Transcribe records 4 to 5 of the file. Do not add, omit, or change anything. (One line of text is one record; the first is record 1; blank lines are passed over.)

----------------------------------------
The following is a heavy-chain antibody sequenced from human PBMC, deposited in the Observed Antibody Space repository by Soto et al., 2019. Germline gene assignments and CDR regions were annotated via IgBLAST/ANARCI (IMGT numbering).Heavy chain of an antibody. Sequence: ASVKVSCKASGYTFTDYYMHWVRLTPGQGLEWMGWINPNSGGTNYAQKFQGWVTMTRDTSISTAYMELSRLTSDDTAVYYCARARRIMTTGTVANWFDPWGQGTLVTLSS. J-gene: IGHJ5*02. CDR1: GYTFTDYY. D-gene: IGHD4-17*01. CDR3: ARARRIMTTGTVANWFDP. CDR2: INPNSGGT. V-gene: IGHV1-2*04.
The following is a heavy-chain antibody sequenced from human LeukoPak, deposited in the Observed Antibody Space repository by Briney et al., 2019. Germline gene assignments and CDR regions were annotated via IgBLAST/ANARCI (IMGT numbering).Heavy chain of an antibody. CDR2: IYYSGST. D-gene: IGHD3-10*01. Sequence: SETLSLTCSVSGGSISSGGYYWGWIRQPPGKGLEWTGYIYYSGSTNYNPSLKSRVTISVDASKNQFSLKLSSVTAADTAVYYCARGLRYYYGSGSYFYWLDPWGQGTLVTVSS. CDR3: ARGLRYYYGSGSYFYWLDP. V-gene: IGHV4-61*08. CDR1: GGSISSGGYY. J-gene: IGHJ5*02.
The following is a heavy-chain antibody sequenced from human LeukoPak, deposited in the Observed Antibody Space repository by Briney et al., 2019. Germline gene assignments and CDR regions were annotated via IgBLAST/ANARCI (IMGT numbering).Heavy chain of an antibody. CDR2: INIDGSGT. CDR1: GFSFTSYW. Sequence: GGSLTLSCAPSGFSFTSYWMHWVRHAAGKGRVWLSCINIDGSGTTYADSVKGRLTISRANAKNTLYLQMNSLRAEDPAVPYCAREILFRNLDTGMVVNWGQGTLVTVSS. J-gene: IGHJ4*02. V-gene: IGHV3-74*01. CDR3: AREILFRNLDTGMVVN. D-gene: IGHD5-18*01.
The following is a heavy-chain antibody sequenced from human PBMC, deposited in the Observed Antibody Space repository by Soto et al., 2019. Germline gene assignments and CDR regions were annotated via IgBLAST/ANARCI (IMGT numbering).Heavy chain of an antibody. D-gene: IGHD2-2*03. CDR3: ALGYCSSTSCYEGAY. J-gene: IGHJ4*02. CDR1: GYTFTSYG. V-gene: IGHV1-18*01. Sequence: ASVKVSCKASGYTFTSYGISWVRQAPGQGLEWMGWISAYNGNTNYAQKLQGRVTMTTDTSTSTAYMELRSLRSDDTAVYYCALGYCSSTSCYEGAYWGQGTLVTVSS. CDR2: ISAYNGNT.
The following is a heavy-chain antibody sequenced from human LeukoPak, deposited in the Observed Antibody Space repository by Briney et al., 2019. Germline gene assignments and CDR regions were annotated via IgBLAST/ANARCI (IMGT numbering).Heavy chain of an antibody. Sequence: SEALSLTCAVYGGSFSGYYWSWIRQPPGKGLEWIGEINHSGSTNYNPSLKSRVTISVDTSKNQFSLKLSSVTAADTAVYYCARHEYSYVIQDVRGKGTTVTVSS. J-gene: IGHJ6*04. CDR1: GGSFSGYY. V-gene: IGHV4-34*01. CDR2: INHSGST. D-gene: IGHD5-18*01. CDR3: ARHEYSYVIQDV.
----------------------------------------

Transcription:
The following is a heavy-chain antibody sequenced from human PBMC, deposited in the Observed Antibody Space repository by Soto et al., 2019. Germline gene assignments and CDR regions were annotated via IgBLAST/ANARCI (IMGT numbering).Heavy chain of an antibody. D-gene: IGHD2-2*03. CDR3: ALGYCSSTSCYEGAY. J-gene: IGHJ4*02. CDR1: GYTFTSYG. V-gene: IGHV1-18*01. Sequence: ASVKVSCKASGYTFTSYGISWVRQAPGQGLEWMGWISAYNGNTNYAQKLQGRVTMTTDTSTSTAYMELRSLRSDDTAVYYCALGYCSSTSCYEGAYWGQGTLVTVSS. CDR2: ISAYNGNT.
The following is a heavy-chain antibody sequenced from human LeukoPak, deposited in the Observed Antibody Space repository by Briney et al., 2019. Germline gene assignments and CDR regions were annotated via IgBLAST/ANARCI (IMGT numbering).Heavy chain of an antibody. Sequence: SEALSLTCAVYGGSFSGYYWSWIRQPPGKGLEWIGEINHSGSTNYNPSLKSRVTISVDTSKNQFSLKLSSVTAADTAVYYCARHEYSYVIQDVRGKGTTVTVSS. J-gene: IGHJ6*04. CDR1: GGSFSGYY. V-gene: IGHV4-34*01. CDR2: INHSGST. D-gene: IGHD5-18*01. CDR3: ARHEYSYVIQDV.